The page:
Wednesday, March 7, 2007

Blame Anderson Silva

By Dave Sholler

I place all the blame on UFC middleweight champion Anderson Silva.

He is the reason why my legs have trembled when I’ve attempted to get out of my chair at work and why I’ve eased gingerly down the stairs of my Jersey Shore home for the past few weeks like a man destined for nursing care. You see, my recent diagnosis of Jell-O legs – a syndrome affecting the strength in the legs of boxers and MMA fighters who have been rocked by an opponent – is largely due to the fact that I’ve begun training in Muay Thai kickboxing.

After seeing Silva’s mastery of the ancient Thailand fighting style in his recent UFC bouts, I decided last month that I should give it a try at the local LA Boxing facility in my area. I figured that since I have been boxing and weight training since high school, the transition to Muay Thai would give me a better understanding of the style so often employed by today’s top MMA fighters. In my early twenties and in what I consider to be great shape, the training couldn’t be that difficult, right?

Boy was that a miscalculation. Training under South Jersey Muay Thai and Brazilian Jiu-Jitsu guru Jose Tabora, the past few weeks have been as physically grueling as any training I’ve ever done, not to mention the fact that it’s been a mental butt whooping. I learned quickly that training in the craft that Silva has mastered drains you like an old-fashioned guillotine choke.

In my first weeks of class, I have learned to rotate my hips in Silly-Putty directions and throw kicks, punches, and knee and elbow strikes using my entire body. In addition, my cardiovascular conditioning and psychological will power have been tested like never before.

During one particular class, we threw non-stop combinations for what felt like an eternity. First it was jab, jab, hook, and kick. Then it was two jabs, a low hook, a high hook, and a knee strike. Here it was still relatively early into our one-hour class and sweat soaked my UFC muscle T-Shirt, pouring from my hairline like blood from a wounded fighter.

I still felt like I had a lot in the tank though. At the beginning of several subsequent three-minute stanzas dedicated to furious striking, I still felt good and was firing like UFC Light Heavyweight Champion Chuck Liddell. Soon, though, I began to fade. By the time final ten-second warning fired, I was throwing punches like Grandma Liddell.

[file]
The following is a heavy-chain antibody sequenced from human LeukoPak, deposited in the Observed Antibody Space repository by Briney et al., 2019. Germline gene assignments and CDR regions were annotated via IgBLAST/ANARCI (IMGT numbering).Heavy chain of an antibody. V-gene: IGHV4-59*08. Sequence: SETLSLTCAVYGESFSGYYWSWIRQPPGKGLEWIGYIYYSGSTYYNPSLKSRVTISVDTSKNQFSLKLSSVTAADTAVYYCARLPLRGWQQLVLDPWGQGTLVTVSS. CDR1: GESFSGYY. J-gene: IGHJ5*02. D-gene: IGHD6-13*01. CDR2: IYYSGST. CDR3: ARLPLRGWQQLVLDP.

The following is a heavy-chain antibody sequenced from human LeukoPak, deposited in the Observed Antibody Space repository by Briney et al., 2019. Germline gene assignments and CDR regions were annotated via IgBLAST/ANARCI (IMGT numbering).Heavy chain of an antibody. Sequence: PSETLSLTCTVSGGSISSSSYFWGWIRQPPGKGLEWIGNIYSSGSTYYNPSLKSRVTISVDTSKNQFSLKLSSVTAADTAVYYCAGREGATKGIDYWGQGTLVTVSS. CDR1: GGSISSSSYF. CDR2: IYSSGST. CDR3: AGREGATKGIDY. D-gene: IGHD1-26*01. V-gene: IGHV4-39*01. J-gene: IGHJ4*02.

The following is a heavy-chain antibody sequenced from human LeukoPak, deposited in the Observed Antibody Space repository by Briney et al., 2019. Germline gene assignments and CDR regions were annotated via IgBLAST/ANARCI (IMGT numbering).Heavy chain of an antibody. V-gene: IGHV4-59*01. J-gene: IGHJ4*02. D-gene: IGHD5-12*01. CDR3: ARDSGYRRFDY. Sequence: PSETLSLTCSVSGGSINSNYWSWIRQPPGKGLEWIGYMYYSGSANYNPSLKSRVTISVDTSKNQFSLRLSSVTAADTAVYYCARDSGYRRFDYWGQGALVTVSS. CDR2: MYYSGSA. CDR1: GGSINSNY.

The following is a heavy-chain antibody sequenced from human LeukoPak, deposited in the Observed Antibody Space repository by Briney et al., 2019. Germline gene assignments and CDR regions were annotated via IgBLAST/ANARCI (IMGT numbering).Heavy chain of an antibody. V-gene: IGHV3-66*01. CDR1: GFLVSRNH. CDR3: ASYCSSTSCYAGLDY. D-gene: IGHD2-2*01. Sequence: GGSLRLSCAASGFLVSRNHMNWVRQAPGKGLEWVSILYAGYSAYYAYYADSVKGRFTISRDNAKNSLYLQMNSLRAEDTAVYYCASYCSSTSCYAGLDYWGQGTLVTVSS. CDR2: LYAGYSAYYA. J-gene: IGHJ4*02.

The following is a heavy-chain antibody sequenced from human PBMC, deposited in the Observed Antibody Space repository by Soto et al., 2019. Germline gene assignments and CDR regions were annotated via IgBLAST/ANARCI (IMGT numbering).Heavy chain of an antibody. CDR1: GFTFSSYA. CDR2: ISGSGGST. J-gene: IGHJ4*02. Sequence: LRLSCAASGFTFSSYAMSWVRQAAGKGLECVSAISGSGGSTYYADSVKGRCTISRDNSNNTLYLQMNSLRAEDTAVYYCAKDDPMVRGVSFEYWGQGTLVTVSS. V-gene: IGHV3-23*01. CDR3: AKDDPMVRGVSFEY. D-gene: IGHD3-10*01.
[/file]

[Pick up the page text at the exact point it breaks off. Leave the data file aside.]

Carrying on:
Despite fading late in that drill, the night was still young. Instead of sipping water at the end of the aforementioned three-minute, all-out drills, we instantly broke out into a cardiovascular-infused segment of knee lifts and jumping jacks. About 20 knee lifts in, I felt as if my legs had become two giant Sumo wrestlers, each working with gravity to pull my lower extremities to the depths of Hell. Ten knee lifts later, we broke into 20 wide-legged jumping jack/squat combos, each of which felt like I had six foot, eight inch UFC big man Tim Sylvia strapped to my back.

After a much-needed 90-second hydration break, the onslaught continued. Alongside ten other Muay Thai aficionados, we broke out into the MMA version of suicide runs designed to improve flexibility and in-ring evasiveness. As we lunged from one side of the floor to the next, I could feel the intense pressure on my Achilles’ tendons and ankles through my fancy Nike Impax shoes. Meanwhile, the faces around me got paler and paler.

“Who’s gonna throw up,” Tabora barked in playful mockery as he completed the drills with us. “Because I’m sick with this.”

More like sick in the head. Down on the floor in the guard position, we followed suicides with enough crunches and abdominal exercises to make you consider suicide. One hundred or so repetitions in, I could see each classmate was beginning to feel as if they had taken a shot to the midsection from MMA stud Mirko Cro Cop. Regardless, Tabora reminded us of how important the core is to effective Muay Thai kickboxing. So we crunched on. And on. And on.

One thousand, five hundred and six crunches later, we were almost finished. Following the hour or so of Muay Thai boot camp, Jose led us through an intense cool down session that involved crazy body contortions, gluteus maximus raises, and breathing exercises. As we mellowed out and internally reflected on our Thai adventure, I couldn’t help but to crack a huge smile. This feeling of physical and emotional depletion enthralled me. Oddly, it made me thirsty for more. I’d run mile after mile on treadmills and done a million chest presses and squats in gyms before, always enjoying a good burn. But never in my life have I enjoyed a beating as much as I’ve enjoyed the one I received from my venture into the world of Muay Thai training.

As I write this piece for enthusiasts of combat sports, the pain from class still lingers. My hamstrings are tight like a newly strung guitar and my knuckles raw like a slab of fresh beef. Even as I waddle down the halls of my office in agony and sit down like I’ve got hemorrhoids, I can’t help but to admit that I love the sense of accomplishment it has given me.

And I have Anderson Silva to blame.

Dave Sholler is a freelance writer whose work has been featured in a variety of publications, including The Press of Atlantic City. Sholler can be heard weekdays on ESPN Radio 1450 AM in Atlantic City.


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